Following on from my last blog I’ve been thinking a little more about American influences on sport in Coventry. My biggest sporting interest locally has been Coventry City Football Club which has been involved in several transatlantic transactions over the years.
The Sky Blues prepared for their first ever season to the top flight with a visit to the United States in 1967. Some of the matches were played on baseball “diamonds” and the matches were mostly attended by European and Latin American immigrants.
Ten years prior to the Sky Blues trip to the States their Highfield Road home was itself temporarily adapted for a visit by some world famous entertainers. The Harlem Globetrotters beat the United States Stars 68-54. Coventry City were still "The Bantams" at this time so the sound of "Sweet Georgia Brown" preceded the "Sky Blues Song" resounding around the ground by a few years. Jimmy Hill's "Sky Blue Revolution" was yet to take off.
Jimmy Hill had resigned to pursue his career in television ahead of that first season "at the top" but would return eventually to influence more transatlantic links.
Coventry City’s Gerry Baker made seven appearances and scored twice for the US national team whilst playing for the Sky Blues (1967-70). He was American born of Scottish parents and held dual nationality. In his later career he continued to play locally for Nuneaton Borough and Bedworth United. He passed his sporting pedigree down to athlete daughters Karen and Lorraine. The latter ran in the 800 metres final in the 1984 Olympics in Los Angeles.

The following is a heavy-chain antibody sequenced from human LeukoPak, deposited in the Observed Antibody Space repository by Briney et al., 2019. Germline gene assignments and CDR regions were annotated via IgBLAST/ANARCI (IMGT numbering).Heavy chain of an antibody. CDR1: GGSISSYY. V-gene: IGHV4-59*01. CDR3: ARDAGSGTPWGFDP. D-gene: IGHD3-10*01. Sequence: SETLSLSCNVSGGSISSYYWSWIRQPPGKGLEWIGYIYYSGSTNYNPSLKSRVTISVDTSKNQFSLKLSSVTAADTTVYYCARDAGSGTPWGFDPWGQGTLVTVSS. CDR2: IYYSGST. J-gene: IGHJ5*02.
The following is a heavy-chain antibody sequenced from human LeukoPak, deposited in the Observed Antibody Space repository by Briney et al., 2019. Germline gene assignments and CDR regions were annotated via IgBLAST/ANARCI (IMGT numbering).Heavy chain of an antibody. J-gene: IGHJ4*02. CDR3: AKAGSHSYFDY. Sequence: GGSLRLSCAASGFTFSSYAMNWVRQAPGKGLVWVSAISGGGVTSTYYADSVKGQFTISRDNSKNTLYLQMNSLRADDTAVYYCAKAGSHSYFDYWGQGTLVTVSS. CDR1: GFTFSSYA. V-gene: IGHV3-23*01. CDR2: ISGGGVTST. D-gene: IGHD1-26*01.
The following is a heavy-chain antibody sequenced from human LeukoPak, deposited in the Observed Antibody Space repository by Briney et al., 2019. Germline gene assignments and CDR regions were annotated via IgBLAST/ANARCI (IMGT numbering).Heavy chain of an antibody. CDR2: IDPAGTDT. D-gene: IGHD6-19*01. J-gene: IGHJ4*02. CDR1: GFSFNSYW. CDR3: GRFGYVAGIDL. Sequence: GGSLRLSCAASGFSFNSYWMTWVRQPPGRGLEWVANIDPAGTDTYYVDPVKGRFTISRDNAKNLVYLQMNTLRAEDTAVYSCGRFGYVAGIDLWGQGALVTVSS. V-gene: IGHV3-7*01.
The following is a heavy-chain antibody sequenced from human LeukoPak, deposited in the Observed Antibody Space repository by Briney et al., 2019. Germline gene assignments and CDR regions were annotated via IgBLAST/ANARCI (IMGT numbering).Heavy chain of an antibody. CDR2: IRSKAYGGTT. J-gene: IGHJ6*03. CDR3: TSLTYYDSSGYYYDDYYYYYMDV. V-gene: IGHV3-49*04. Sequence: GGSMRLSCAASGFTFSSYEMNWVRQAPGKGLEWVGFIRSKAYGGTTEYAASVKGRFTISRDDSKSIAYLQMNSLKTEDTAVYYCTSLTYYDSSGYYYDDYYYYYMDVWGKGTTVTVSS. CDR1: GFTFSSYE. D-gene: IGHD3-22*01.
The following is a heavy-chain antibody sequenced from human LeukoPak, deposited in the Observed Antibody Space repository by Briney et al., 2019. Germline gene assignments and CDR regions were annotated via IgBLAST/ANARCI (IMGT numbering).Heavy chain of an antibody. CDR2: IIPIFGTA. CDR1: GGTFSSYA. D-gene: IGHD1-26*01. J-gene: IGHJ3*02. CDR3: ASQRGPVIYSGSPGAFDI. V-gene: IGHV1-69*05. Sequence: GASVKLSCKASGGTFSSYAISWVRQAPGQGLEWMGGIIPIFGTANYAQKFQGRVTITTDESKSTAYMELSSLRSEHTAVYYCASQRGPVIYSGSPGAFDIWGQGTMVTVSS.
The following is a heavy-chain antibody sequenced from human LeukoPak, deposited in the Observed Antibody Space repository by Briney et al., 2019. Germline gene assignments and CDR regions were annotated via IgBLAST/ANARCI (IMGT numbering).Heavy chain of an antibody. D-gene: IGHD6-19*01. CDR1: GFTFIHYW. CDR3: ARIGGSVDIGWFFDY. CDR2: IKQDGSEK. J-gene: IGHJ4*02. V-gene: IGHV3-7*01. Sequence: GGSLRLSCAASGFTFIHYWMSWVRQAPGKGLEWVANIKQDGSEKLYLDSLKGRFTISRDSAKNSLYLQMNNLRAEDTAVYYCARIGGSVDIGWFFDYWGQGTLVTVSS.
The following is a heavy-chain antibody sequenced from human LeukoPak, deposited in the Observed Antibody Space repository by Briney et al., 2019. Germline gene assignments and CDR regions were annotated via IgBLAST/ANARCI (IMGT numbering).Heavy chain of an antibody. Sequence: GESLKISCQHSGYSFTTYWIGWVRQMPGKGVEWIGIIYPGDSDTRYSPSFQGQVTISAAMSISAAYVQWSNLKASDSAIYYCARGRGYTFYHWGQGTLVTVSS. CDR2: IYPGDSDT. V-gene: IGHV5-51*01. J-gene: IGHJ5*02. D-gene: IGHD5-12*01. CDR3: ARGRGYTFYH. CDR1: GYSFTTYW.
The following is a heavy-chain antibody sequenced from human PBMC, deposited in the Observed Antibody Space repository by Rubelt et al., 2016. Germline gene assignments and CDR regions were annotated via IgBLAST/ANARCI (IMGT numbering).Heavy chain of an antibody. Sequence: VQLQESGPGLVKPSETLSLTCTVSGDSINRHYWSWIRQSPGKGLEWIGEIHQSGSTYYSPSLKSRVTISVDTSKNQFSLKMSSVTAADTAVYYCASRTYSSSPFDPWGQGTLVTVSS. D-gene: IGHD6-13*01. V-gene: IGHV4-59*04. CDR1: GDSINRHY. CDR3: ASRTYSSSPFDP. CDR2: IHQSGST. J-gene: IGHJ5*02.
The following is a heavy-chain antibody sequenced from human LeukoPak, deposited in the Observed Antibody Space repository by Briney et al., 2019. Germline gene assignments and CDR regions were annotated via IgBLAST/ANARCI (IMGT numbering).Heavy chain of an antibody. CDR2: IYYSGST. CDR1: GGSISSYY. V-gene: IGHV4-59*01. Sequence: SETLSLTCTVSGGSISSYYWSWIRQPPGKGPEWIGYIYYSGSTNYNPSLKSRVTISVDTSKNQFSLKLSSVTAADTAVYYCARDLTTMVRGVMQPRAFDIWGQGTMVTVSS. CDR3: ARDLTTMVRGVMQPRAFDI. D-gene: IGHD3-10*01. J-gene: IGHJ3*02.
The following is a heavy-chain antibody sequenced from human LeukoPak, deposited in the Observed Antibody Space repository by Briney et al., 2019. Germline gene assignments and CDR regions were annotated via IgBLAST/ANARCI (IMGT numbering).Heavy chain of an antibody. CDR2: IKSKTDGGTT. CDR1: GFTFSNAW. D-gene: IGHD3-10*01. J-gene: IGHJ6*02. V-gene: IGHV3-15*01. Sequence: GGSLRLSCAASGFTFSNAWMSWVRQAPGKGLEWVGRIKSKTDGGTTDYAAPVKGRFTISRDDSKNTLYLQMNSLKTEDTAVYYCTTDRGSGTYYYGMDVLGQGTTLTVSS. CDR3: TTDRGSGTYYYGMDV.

Another LA connection is winger Cobi Jones who made 24 appearances for the Sky Blues in the 94-5 season. He is the record appearance holder for the U.S National team (turning out 164 times for his country). Cobi ended his playing career with LA Galaxy.
In the 1970s whilst Chief Executive of Coventry City Jimmy Hill made a major investment into North American Soccer League franchise Detroit Express. Despite signing the world famous Johan Cruyff, the investment (and club!) failed after the franchise moved to Washington – rebranding as the “Diplomats”. The club played a friendly at Highfield Road resulting in a 2-2 draw.
A more successful transaction for the Sky Blues was the signing of Steve Hunt (a winger of pace) from New York Cosmos where he had played alongside legends such as Pele and Franz Beckenbauer – huge ambassadors for the game in the States. I witnessed him scoring both goals in a Coventry 2-0 win over Derby County in the 78-79 season at the Rams’ then home – the Baseball Ground.
“The Baseball Ground” seems a strange name for an English football ground and suggests American connections. My research has shown that there is no misnomer as the stadium was originally home to Derby County Baseball Club (1890 – 1898). Industrialist Sir Francis Ley had attempted to promote baseball in England and brought several American players over to compete in a British League. A backlash from the other league members over the influx of “American mercenaries” saw their resignation from the league after only one season!
I’ll be looking at more sporting history in Coventry in future posts – including some more American links such as some Coventry Bees favourites and the visit of Mohammed Ali to a local chip shop! There will also be more about boxing to come when I look in detail at the history of Coventry’s social clubs. But as Coventry Sports Fest 2019 comes to an end the ramble will turn to other subjects for a while ......